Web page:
—Online meetings held October 26–30, 2020—
A total of 10 persons (including 4 women) from four countries (Ghana, Nigeria, South Africa, and Zambia) participated from Monday, October 26 to Friday, October 30 and completed the program without hitch.
Due to the impact of the Covid-19 pandemic, the participants took part in the online program from their workplace or home, but all of them managed to receive the full program according to schedule.
The following were the main points of the action plans proposed by the participants:
(1) “I would like to introduce a system like Japan’s labour-management consultations and collective bargaining in enterprise-based unions and local community unions. In addition, by making such policy proposals, I want to link them to the enactment of legislation.” (Zambia)
(2) “I was extremely interested in the activities of the labour banks. Financial regulations are strict in my country, so careful consideration is needed to determine whether a similar system can be introduced. But I want to try and build such a system.” (South Africa)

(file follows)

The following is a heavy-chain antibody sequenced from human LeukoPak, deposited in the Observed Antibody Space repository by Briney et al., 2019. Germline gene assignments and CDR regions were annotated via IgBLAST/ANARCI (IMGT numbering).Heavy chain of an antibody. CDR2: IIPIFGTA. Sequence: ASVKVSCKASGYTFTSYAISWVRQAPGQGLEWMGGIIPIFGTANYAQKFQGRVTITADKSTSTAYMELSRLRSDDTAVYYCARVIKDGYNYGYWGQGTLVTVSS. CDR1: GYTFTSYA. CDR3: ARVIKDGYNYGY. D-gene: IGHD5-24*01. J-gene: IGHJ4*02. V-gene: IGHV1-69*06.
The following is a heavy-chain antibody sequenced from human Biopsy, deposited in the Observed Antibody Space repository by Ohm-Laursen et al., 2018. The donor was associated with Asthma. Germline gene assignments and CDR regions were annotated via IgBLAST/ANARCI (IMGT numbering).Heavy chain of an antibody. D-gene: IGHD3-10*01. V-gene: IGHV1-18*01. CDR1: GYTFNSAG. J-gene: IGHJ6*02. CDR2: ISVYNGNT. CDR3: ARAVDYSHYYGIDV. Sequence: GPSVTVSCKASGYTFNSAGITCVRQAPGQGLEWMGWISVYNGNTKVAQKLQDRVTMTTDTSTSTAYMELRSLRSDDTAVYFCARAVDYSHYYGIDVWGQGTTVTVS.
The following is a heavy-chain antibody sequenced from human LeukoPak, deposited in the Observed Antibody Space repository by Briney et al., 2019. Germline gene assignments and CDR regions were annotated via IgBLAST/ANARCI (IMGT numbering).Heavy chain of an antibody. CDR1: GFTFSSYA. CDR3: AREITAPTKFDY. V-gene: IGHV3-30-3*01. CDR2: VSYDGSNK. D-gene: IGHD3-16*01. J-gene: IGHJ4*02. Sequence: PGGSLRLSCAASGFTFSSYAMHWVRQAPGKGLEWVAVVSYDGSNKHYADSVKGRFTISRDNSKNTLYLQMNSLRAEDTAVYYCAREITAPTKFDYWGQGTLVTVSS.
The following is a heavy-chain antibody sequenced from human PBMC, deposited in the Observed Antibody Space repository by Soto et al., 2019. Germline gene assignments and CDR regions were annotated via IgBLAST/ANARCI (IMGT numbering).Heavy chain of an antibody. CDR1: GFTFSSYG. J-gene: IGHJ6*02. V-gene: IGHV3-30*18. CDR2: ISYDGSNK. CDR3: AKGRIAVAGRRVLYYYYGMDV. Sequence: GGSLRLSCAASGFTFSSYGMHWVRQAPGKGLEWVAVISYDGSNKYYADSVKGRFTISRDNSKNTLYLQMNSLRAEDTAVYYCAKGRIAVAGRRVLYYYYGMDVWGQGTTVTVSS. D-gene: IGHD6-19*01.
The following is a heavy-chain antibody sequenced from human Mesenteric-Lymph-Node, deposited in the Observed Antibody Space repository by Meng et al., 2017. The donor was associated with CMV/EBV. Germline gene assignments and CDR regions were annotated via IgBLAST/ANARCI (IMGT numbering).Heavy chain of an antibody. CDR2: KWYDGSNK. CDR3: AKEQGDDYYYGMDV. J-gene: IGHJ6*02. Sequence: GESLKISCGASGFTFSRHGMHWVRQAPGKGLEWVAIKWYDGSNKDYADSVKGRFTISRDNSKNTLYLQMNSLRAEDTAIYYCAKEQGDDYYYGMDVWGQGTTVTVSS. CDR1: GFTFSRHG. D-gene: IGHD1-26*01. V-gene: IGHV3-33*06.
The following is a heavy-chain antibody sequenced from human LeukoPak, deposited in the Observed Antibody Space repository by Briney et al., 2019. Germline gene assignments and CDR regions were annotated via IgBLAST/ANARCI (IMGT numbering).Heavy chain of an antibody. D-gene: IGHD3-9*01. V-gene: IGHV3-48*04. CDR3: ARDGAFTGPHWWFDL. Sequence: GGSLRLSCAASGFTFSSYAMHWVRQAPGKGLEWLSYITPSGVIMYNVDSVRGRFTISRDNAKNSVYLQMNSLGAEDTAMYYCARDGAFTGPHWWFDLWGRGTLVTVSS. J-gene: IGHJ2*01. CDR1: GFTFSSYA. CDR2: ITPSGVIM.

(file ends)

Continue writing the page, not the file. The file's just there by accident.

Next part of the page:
(3) “I want to launch a labour consultations platform linking senior trade union officials and workers. And I want to take up the matters identified through these consultations as priority policy issues.” (Ghana)
(4) “I deepened my knowledge of the need for a productivity movement advocating the three guiding principles of productivity and the role of trade unions. From now on I want to make efforts to build industrial relations through labour-management dialogue.” (Nigeria)
|■||RENGO (Japanese Trade Union Confederation)||■||Japan Productivity Center|
|■||Nippon Keidanren (Japan Business Federation)||■||National Association of Labour Banks|
Many thanks to everyone.